Clearing the decks. The final way I use Sense Writing as a lyric writer is simply as a daily writing practice. A way to start my day, to put my mind into gear, to power up my songwriter brain, so that I am more primed to notice: notice details, pay attention to senses, become aware of how one thing connects to another. Even if I use nothing from a particular Sense Write in a song’s lyrics, it is always worth it.
Why Sense Writing?
Sense Writing trains you to turn ideas into imagery, and imagery is the most powerful way to connect with the minds and hearts of someone else.
As Leonard Cohen said: “We seem to be able to relate to detail. We seem to have an appetite for it. It seems our days are made of details, and if you can get the sense of another person’s day in details, your own day of details is summoned in your mind in some way rather than just a general line like “the days went by” (from Songwriters on Songwriting, ed. Paul Zollo).
As writers, creators, artists, and musicians, we all have the same ugly little inner voices that try to sabotage us from doing our work. They come in different flavors: You’re not good enough. You have nothing important to say. This is boring. Ssssleep is sooooo much better than thissss (hear that in translated Parseltongue, please).
Here is the tricky thing though—there is another little voice in there, the Inner Guide, that is getting caught up in the machinations of the Little Arsehole. It’s a helpful voice. A voice that wants you to succeed, to get better, to discover the jewels of your craft. But it’s not obnoxious like the Little Arsehole so it doesn’t speak so loudly.
The first work that we need to do is to be able to differentiate between these two voices. And really, it’s easy when you know how to tell the difference.
And here it is.
The Little Arsehole has one goal: to make you stop.
So its messages always end the same way:
“You’re not good enough—you should just stop now before you embarrass yourself.”
“There is nothing in here that has not already been said better than you could ever say it—stop now and do something else. Go buy stuff for your kids on Amazon.”
Stop. Stop. Stop.
The Inner Guide has a totally different goal: to make you try harder, and do better.
It sounds more like this:
“That line is a little cliched—what else have you got?”
“There’s not enough contrast between these sections—what can you do to make it pop more?”
“This feels meandering. You haven’t found the hook yet. Keep looking.”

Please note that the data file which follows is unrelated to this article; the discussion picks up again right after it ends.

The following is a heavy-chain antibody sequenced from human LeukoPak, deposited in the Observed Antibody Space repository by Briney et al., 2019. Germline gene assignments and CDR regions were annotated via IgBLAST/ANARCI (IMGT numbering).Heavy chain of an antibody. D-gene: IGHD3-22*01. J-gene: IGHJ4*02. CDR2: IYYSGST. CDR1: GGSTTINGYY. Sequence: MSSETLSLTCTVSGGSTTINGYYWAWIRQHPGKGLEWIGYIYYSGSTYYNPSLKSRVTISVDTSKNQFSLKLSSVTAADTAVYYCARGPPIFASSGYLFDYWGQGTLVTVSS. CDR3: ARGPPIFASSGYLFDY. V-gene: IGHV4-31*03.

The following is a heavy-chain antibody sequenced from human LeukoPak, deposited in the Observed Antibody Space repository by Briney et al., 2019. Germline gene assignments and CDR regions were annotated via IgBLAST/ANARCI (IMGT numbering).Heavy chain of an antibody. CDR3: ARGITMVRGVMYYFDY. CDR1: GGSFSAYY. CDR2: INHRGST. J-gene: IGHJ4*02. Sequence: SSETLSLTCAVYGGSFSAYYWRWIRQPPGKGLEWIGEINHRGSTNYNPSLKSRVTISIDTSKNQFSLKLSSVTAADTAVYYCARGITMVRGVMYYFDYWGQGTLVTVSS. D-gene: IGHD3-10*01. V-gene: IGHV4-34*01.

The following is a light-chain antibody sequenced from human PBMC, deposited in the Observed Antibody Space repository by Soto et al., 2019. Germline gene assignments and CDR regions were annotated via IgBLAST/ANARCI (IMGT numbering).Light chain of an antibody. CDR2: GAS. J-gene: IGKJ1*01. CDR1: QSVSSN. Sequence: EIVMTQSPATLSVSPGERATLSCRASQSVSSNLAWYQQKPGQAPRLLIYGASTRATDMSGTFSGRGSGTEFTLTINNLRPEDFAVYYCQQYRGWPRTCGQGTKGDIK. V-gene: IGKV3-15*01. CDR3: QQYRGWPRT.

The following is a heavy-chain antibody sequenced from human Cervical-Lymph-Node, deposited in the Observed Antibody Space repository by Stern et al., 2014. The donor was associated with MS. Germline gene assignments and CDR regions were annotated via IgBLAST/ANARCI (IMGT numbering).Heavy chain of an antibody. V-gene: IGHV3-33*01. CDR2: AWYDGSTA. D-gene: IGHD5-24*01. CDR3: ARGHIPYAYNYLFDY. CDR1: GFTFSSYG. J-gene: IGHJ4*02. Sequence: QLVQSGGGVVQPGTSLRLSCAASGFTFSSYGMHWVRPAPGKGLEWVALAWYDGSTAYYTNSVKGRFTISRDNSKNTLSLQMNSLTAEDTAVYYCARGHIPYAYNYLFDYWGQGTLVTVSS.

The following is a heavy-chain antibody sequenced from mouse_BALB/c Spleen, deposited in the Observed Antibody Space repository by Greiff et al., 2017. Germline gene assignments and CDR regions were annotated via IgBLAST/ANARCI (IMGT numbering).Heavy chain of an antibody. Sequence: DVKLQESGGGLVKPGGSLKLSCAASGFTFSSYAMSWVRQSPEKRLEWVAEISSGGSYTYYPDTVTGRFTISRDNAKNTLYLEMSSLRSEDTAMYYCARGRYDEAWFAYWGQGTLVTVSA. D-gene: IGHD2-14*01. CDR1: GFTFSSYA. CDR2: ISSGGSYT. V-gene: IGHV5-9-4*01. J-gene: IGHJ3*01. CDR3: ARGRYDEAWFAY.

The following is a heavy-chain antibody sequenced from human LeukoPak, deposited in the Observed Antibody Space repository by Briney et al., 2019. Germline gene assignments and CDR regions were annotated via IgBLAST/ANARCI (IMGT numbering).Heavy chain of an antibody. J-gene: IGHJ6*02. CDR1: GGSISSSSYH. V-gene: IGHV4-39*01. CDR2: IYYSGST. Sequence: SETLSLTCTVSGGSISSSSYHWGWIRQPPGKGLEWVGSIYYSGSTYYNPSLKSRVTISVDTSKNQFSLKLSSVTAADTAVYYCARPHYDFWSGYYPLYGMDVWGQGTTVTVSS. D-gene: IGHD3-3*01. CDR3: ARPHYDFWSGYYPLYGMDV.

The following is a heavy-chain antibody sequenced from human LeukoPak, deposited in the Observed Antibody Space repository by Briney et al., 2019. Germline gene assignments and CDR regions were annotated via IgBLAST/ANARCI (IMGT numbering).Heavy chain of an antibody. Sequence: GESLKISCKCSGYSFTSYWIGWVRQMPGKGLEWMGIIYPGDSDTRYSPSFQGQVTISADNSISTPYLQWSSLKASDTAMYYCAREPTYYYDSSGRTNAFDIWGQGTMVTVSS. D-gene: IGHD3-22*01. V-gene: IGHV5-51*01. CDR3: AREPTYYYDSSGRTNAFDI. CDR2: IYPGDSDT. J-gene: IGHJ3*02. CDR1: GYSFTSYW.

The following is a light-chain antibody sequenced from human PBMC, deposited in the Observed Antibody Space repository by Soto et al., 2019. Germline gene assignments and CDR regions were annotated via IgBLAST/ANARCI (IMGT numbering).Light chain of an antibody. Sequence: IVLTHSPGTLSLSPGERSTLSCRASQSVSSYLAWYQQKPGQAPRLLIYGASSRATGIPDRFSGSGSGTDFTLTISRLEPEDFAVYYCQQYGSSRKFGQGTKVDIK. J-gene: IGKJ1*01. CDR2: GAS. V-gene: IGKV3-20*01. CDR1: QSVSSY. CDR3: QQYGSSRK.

Can you see the difference? One says stop. The other says keep going.
So what to do about that pesky Little Arsehole, because the truth is, it’s not really ever going to disappear. It’s part of you. And like silly putty, the harder you push it, the more rigid and strong it becomes.
So here is the revelation. You put that Little Arsehole in its place by treating it gently, sweetly, kindly. Why? Because it’s actually there to help you. It’s a vestigial feature of our evolutionary biology, designed to prevent us from standing out from the crowd—lions will eat you if you are the lone little deer wearing a pink tutu on the savannah.
The Arsehole is really fear, whose tactic is protection. But there’s no lions, not in the sense that they can really hurt you. So we don’t really need that voice to be so loud and obnoxious when all we are trying to do is make art, do something creative and beautiful and weird.
Here is the 3-step method for putting the Little Arsehole in its place:
Step 1: Identify.
Pay attention to those voices, and practice identifying the Arsehole (“stop”) versus the Guide (“try harder”). Once you’ve recognised it for what it is, you can stop identifying with it.
Step 2: Treat it kindly.
Remember, if you get angry or frustrated with ‘fear’, it will perceive threat and double down. Here are some things I say to it:
“Oh hi! There you are again. Thanks for trying to protect me, that’s sweet of you to care so much. But in this moment, your services are not required. See? No lions! But please stick around for some other moment where I will almost certainly need you.”
Shorthand: “Thank you – but not right now.”
I know this sounds a bit cute, but honestly, if you recognise it as a protective function that is truly trying to serve you, just in a misguided way—and, you treat it (which is to say, yourself) with respect and gratitude—it will stop popping up in unnecessary moments. And! You get the added benefit of training it to be more attuned to situations where it might actually come in handy.
Step 3: Put it in its place.
Which is to say, in the corner with a lollipop and an iPad. We are not trying to belittle it, just to remind it that now is not the time.
Once the Little Arsehole is quiet and distracted, the Inner Guide gets more of a fighting chance of being heard, which is notoriously difficult. So many of my students ask how they can tell when a song is done, or even how to know what they need to change when they’ve created a first draft. The answer lies in your ability to hear the Inner Guide, to pay attention to it, and to dial it up. Its advice and guidance get better and clearer the more work you do. Its quality is a function of quantity.
So get the lollipop jar ready, and go do your work.
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What these songs DO have instead of a chorus is a REFRAIN LINE—a line of lyric that repeats in almost exactly the same way in the verse sections (usually all of them). The refrain line is lyrically and musically a part of the verse; it’s not a separate section. But it often confuses the ear of a listener – they hear a repeating thing, and call it a chorus, even though a chorus is really something else.
The refrain line usually appears as the last line of a verse section (as in, “there’s nothin’ like doing nothin’ with you” in Bruno Major’s song); or as the first line (as in “I can hear my neighbours making love upstairs” in Neighbour Song by Lake Street Dive).
In this video tutorial, we take you through 2 different approaches to song form: those with a chorus, and those without, and explain how and why to use one or the other.
Our new online mini course — THE SONGWRITING PROCESS START TO FINISH — out now!